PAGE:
Trendsetting and trailblazing — these fashion forward ladies are changing the way Seattleites shop for vintage digs with their boutique on wheels.
Allison Norris and Amanda Linton are two young moms who have created Kippy Ding Ding, a mobile vintage boutique that could make any girly-girl squeal with excitement.
“Kippy is an adorable, whimsical, funky 16-foot trailer,” Norris said. “Kippy is now full of fun dresses, skirts, tops, sunglasses, handbags and insane jewelry — all vintage.”
The idea to take their shop to the streets was inspired by something Linton noticed while living in Los Angeles.“I kept seeing more and more pop-up shops as well as mobile boutiques start to take off,” she said. “It was a concept that just stuck with me. I loved the idea!”
The two met in a coffee shop. The conversation was initially about their children, but soon turned to their shared love of all things vintage. When Linton mentioned the mobile-boutique trend she had seen, Norris was shocked that Seattle didn’t have one of its own.
After bouncing the idea around for a while longer, the two finally decided to try to find a trailer to bring their vision to life.
“My dad just so happened to have one and said we could have it!” Norris said. “The rest is history.”
Even the shop’s name is vintage. “Kippy” is a term from the 1930s meaning “neat.”
“We had a whole list of vintage words and terms and just coming back to ‘kippy,’” Norris said. “It’s playful and feminine.”
The “Ding Ding” hints to the mobility of the innovative shop by imitating the sound of a bell, Norris said.
Norris’ mother owned her own consignment antique shop while she was growing up, and Norris worked in the store when she was 10 until she left to attend college at Pacific Lutheran University. She said she learned how to hunt, trade, sell and merchandise while working there.
“I always joked that I would never like ‘old’ things again because there was old stuff everywhere in our house, and here I am, totally addicted,” she said. “Once you love old things, and you experience the rush of finding a great deal, I don’t think it ever goes away.”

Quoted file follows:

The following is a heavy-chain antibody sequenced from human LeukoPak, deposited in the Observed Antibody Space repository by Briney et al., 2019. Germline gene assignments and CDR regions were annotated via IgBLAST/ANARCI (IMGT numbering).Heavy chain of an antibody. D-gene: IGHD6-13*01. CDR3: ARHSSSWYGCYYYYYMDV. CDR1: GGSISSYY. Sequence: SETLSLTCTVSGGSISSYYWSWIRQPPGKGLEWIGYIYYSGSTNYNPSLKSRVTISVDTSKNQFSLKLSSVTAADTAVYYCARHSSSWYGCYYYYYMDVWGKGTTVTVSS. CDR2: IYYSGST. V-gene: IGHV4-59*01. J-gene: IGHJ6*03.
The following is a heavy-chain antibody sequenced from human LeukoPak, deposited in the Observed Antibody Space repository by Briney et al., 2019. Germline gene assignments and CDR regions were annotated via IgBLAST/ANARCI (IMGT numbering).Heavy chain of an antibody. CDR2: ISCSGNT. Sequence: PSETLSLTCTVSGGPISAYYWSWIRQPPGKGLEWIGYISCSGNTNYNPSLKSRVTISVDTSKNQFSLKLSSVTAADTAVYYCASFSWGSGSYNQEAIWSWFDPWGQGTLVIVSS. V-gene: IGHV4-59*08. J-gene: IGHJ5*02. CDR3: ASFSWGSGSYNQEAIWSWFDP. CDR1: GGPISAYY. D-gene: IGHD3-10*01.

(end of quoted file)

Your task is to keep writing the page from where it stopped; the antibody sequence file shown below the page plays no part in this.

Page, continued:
Linton, on the other hand, worked as a stylist in Los Angeles for five years doing wardrobe for television, film and print. She also was a personal shopper for red carpet events, press tours and public appearances.
“Amanda is so good at styling it’s ridiculous,” Norris said. “If she wasn’t married with babies, I would make her be my roommate just so she could dress me every day.”
The combination of Norris’ knowledge of hunting and trading and Linton’s fashion expertise makes the duo a perfect match for a trendy vintage boutique.
Kippy Ding Ding opened July 6 at the Freemont Art Walk. Both Norris and Linton considered Kippy’s first day to be a wild success.
“She looked hot. She killed it. She worked hard for the money,” Linton said.
Shoppers will find all things summer when stopping by the adorable turquoise and white trailer. Everything from candy-colored sundresses and breezy skirts to oversized sunglasses and their very own line of one-of-a-kind, reconstructed necklaces made from a mixture of vintage earrings and brooches.
Linton said she is most excited about all the fun, new people she gets to meet, while Norris said she can’t wait to share the women’s love for vintage things with their fellow Seattleites.
“I’m excited to share our passion for all things old and cool with other people,” Norris said. “Our store is a reflection of us and what makes us excited. It’s a wonderful feeling to pass and item along to someone who loves and appreciates it as much as we do.”
Kippy Ding Ding travels around Seattle from parking long to parking lot, making it accessible and nearly irresistible.
“Kippy is like cotton candy on a stick. She is adorable and made with love and best of all she is convenient,” Linton said. “She delivers cuteness to wherever you may be — like a magical little puffy cloud that rains out pretty dresses and sparkly jewels.”